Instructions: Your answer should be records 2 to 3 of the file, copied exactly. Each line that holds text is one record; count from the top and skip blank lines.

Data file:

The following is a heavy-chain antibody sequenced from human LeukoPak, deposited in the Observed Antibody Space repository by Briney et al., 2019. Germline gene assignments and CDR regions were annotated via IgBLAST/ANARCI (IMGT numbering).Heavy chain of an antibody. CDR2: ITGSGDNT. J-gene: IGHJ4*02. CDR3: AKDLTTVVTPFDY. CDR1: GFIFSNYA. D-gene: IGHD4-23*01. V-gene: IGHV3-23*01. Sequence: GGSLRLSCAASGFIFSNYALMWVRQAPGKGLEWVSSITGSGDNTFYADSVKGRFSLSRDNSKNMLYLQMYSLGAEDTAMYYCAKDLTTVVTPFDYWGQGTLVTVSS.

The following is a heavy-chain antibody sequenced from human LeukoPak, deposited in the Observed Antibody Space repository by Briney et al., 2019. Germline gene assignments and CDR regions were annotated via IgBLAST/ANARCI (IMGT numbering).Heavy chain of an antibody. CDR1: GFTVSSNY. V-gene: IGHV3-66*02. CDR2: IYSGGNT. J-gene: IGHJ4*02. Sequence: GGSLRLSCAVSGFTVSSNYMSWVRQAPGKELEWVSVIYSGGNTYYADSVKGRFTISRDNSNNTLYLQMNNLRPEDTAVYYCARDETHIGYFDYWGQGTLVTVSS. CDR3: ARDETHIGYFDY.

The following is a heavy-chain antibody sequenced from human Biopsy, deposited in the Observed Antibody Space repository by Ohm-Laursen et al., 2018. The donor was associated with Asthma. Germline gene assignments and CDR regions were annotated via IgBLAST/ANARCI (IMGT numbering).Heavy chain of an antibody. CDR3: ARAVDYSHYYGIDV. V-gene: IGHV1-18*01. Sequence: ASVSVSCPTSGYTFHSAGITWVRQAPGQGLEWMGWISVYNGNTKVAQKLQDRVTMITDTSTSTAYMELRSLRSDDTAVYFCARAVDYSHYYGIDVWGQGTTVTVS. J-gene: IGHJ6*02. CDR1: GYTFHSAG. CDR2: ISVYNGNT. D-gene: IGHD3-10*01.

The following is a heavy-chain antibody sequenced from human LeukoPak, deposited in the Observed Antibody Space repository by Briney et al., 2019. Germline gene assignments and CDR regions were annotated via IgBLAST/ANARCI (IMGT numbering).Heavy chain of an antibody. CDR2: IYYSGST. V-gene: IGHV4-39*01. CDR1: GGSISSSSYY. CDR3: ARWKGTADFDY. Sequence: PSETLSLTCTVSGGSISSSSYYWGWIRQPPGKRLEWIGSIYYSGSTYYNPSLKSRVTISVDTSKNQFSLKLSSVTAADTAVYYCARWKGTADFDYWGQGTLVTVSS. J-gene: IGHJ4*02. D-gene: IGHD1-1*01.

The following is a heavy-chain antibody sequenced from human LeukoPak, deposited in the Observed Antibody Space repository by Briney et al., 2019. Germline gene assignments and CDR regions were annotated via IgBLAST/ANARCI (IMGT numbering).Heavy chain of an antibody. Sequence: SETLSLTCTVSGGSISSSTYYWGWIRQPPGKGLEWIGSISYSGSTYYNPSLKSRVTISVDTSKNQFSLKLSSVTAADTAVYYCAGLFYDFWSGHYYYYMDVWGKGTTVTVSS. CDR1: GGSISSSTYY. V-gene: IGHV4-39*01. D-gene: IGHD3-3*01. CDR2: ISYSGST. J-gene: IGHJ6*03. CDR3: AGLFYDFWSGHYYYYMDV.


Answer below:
The following is a heavy-chain antibody sequenced from human LeukoPak, deposited in the Observed Antibody Space repository by Briney et al., 2019. Germline gene assignments and CDR regions were annotated via IgBLAST/ANARCI (IMGT numbering).Heavy chain of an antibody. CDR1: GFTVSSNY. V-gene: IGHV3-66*02. CDR2: IYSGGNT. J-gene: IGHJ4*02. Sequence: GGSLRLSCAVSGFTVSSNYMSWVRQAPGKELEWVSVIYSGGNTYYADSVKGRFTISRDNSNNTLYLQMNNLRPEDTAVYYCARDETHIGYFDYWGQGTLVTVSS. CDR3: ARDETHIGYFDY.

The following is a heavy-chain antibody sequenced from human Biopsy, deposited in the Observed Antibody Space repository by Ohm-Laursen et al., 2018. The donor was associated with Asthma. Germline gene assignments and CDR regions were annotated via IgBLAST/ANARCI (IMGT numbering).Heavy chain of an antibody. CDR3: ARAVDYSHYYGIDV. V-gene: IGHV1-18*01. Sequence: ASVSVSCPTSGYTFHSAGITWVRQAPGQGLEWMGWISVYNGNTKVAQKLQDRVTMITDTSTSTAYMELRSLRSDDTAVYFCARAVDYSHYYGIDVWGQGTTVTVS. J-gene: IGHJ6*02. CDR1: GYTFHSAG. CDR2: ISVYNGNT. D-gene: IGHD3-10*01.